Thursday, March 17, 2011

More Links On Japan, Reactors, and Radiation

Everything you need to know about potassium iodide. Actually, everything you need to know is that if you're in the United States, you don't need it. President Obama:
We do not expect harmful levels of radiation to reach the West Coast, Hawaii, Alaska, or American territories in the Pacific.
More from the Union of Concerned Scientists.

It looks like a power line is almost installed to Fukushima. This is extremely important, because it will allow the cooling-water pumps to operate. It was losing this power that caused the crisis.

Video of the damaged buildings from a helicopter.

How likely is a fire in the spent fuel pools? Experts seem to disagree.

I'm not sure what the situation is in Japan, but spent fuel rods are stored at reactors in the United States because they have nowhere to go. At one time, they were to be stored in Yucca Mountain, and that facility is close to being ready to open. But politics have put that off the table. Another possibility is that they might be reprocessed (or recycled, as the industry is now putting it). After Fukushima, there will be questions about the wisdom of storing spent fuel at reactors. Update: According to the New York Times, Japan has been doing what the US has been doing: storing most of their spent fuel in these pools at reactors. (Some of the rest of that article seems not quite reliable.)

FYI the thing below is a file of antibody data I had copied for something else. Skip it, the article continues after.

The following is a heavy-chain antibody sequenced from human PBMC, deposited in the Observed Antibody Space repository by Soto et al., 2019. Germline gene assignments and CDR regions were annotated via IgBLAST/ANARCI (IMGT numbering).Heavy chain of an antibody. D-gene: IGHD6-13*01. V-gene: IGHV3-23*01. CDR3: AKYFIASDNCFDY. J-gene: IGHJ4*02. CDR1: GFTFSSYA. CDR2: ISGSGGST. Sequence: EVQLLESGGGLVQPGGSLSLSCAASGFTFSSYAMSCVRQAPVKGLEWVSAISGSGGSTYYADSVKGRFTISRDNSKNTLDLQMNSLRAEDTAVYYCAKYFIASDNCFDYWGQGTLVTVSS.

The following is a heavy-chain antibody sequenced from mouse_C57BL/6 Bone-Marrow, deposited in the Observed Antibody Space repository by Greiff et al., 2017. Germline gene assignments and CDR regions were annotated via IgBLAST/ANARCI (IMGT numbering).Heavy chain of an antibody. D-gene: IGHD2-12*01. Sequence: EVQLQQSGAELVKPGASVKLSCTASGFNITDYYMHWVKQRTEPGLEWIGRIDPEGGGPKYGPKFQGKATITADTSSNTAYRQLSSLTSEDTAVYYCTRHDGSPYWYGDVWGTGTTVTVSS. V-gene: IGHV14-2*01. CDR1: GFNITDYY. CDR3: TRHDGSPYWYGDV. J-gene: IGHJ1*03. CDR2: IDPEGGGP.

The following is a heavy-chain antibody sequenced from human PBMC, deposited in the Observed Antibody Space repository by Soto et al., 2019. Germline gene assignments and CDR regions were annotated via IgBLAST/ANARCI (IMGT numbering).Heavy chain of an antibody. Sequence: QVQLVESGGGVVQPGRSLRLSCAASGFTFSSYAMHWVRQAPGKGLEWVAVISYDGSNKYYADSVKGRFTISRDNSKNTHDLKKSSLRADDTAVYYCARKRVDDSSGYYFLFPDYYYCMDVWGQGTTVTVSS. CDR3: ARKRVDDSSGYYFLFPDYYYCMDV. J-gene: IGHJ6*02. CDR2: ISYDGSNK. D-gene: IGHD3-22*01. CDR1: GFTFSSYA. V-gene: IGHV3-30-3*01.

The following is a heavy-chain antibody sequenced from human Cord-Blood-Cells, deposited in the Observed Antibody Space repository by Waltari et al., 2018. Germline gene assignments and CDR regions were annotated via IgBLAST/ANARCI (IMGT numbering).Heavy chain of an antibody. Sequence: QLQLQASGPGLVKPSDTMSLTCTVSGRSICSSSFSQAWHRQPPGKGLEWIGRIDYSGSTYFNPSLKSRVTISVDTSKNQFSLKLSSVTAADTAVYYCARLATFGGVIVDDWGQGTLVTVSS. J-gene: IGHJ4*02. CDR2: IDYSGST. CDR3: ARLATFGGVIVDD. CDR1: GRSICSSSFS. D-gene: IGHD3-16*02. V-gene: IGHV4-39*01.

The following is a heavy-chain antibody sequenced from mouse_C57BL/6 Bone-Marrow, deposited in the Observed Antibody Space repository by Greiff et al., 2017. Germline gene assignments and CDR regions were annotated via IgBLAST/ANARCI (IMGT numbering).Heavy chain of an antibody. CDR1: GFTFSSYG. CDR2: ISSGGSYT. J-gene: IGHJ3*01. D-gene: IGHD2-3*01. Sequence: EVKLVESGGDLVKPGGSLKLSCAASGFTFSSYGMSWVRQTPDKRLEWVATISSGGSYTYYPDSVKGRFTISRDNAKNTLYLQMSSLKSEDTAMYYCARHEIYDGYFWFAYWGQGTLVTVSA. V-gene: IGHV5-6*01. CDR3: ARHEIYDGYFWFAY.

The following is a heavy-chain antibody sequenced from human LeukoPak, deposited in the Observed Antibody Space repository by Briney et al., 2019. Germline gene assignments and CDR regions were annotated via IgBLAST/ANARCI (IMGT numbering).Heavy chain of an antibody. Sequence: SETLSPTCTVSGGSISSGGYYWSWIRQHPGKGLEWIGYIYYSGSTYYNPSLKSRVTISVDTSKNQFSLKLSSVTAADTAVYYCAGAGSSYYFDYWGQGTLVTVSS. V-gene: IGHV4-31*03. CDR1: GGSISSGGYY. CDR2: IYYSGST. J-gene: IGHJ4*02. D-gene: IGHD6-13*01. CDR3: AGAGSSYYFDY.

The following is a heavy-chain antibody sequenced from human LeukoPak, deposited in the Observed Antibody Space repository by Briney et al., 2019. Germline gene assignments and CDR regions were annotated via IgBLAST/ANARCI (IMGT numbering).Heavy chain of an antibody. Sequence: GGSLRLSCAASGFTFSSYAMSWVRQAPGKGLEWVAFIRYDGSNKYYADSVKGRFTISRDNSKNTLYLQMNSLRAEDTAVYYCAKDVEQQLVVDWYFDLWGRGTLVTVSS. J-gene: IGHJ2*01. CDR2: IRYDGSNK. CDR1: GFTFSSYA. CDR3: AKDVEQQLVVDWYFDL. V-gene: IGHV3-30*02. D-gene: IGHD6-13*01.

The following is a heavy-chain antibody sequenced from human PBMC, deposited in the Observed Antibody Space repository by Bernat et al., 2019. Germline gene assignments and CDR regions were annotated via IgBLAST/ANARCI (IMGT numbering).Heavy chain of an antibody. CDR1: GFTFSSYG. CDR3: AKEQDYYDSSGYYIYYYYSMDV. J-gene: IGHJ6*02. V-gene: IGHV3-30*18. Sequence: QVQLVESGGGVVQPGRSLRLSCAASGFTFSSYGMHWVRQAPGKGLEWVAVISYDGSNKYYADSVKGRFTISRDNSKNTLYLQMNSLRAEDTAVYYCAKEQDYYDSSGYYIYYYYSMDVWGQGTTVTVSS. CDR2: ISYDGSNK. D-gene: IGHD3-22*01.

Tina said...

Cheryl, do you think Yucca Mountain is safe?

troutsky said...

I saw a great documentary about the massive caves they are digging in Finland to store spent fuel. Ethicists were trying to come up with signs that might warn future generations (others?) not to explore our tombs.

Cheryl Rofer said...

Yes, Tina, I think Yucca Mountain is safe. It's deep underground, and the pathways to release of anything harmful are pretty improbable.

I've been worried for some time about storing the spent fuel at the power plants, for reasons like what we're seeing at Fukushima right now.

In Yucca Mountain, besides the geological cover, the fuel elements would be stored in sealed casks.

Another alternative, as I mentioned, is reprocessing to retrieve the usable uranium and plutonium, perhaps along with isotopes that are used in medicine. It would greatly lessen the volume of waste that would have to be buried somewhere like Yucca Mountain. It needs more development.

The bottom line is that if the world keeps needing more power, and that doesn't look like it's going to change any time soon, and if we want to stop pouring carbon dioxide into the atmosphere, nuclear power will be part of the mix. So we need to figure out how to make it work right.